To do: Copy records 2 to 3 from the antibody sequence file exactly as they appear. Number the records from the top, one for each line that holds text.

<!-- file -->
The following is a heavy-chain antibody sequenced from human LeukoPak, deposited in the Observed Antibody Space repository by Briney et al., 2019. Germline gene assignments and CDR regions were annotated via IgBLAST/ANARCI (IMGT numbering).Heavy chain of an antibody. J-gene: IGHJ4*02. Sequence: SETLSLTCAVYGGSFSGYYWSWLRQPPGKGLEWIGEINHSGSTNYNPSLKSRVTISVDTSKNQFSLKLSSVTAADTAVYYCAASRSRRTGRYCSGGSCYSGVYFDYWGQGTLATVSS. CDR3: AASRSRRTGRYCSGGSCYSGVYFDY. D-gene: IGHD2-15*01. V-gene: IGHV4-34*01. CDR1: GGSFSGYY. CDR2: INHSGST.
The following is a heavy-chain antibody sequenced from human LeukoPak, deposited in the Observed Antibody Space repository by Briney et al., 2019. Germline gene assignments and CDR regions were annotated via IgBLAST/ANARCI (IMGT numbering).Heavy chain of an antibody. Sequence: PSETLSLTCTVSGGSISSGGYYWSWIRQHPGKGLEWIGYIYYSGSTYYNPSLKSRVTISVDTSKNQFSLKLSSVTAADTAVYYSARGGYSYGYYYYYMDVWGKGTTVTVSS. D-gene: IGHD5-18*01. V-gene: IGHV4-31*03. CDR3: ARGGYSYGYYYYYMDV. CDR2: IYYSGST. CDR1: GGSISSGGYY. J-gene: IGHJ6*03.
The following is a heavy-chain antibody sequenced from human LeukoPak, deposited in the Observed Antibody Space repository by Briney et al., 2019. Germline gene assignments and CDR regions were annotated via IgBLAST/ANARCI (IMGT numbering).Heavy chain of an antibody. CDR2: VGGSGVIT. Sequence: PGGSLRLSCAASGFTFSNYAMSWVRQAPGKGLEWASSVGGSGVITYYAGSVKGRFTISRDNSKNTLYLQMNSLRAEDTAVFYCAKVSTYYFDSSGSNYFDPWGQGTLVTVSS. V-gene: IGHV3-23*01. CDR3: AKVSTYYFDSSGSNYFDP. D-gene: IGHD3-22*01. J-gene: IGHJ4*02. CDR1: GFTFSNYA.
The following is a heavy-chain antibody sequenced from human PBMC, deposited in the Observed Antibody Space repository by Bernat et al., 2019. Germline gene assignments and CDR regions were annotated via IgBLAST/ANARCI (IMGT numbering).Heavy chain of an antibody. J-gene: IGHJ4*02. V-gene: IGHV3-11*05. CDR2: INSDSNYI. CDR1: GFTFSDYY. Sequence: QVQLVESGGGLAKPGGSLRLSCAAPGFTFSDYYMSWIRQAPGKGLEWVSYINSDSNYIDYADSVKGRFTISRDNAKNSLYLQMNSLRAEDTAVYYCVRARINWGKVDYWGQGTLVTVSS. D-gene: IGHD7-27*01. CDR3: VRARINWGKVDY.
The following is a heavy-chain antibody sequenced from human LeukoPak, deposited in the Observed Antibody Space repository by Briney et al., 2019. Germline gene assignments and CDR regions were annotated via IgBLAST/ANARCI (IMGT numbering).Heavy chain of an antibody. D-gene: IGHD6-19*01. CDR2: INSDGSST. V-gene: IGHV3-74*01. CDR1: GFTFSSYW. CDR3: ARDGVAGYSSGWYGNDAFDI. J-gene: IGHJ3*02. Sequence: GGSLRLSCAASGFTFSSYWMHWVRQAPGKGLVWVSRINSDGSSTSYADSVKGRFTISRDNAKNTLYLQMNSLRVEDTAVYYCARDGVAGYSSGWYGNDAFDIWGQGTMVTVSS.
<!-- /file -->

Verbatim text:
The following is a heavy-chain antibody sequenced from human LeukoPak, deposited in the Observed Antibody Space repository by Briney et al., 2019. Germline gene assignments and CDR regions were annotated via IgBLAST/ANARCI (IMGT numbering).Heavy chain of an antibody. Sequence: PSETLSLTCTVSGGSISSGGYYWSWIRQHPGKGLEWIGYIYYSGSTYYNPSLKSRVTISVDTSKNQFSLKLSSVTAADTAVYYSARGGYSYGYYYYYMDVWGKGTTVTVSS. D-gene: IGHD5-18*01. V-gene: IGHV4-31*03. CDR3: ARGGYSYGYYYYYMDV. CDR2: IYYSGST. CDR1: GGSISSGGYY. J-gene: IGHJ6*03.
The following is a heavy-chain antibody sequenced from human LeukoPak, deposited in the Observed Antibody Space repository by Briney et al., 2019. Germline gene assignments and CDR regions were annotated via IgBLAST/ANARCI (IMGT numbering).Heavy chain of an antibody. CDR2: VGGSGVIT. Sequence: PGGSLRLSCAASGFTFSNYAMSWVRQAPGKGLEWASSVGGSGVITYYAGSVKGRFTISRDNSKNTLYLQMNSLRAEDTAVFYCAKVSTYYFDSSGSNYFDPWGQGTLVTVSS. V-gene: IGHV3-23*01. CDR3: AKVSTYYFDSSGSNYFDP. D-gene: IGHD3-22*01. J-gene: IGHJ4*02. CDR1: GFTFSNYA.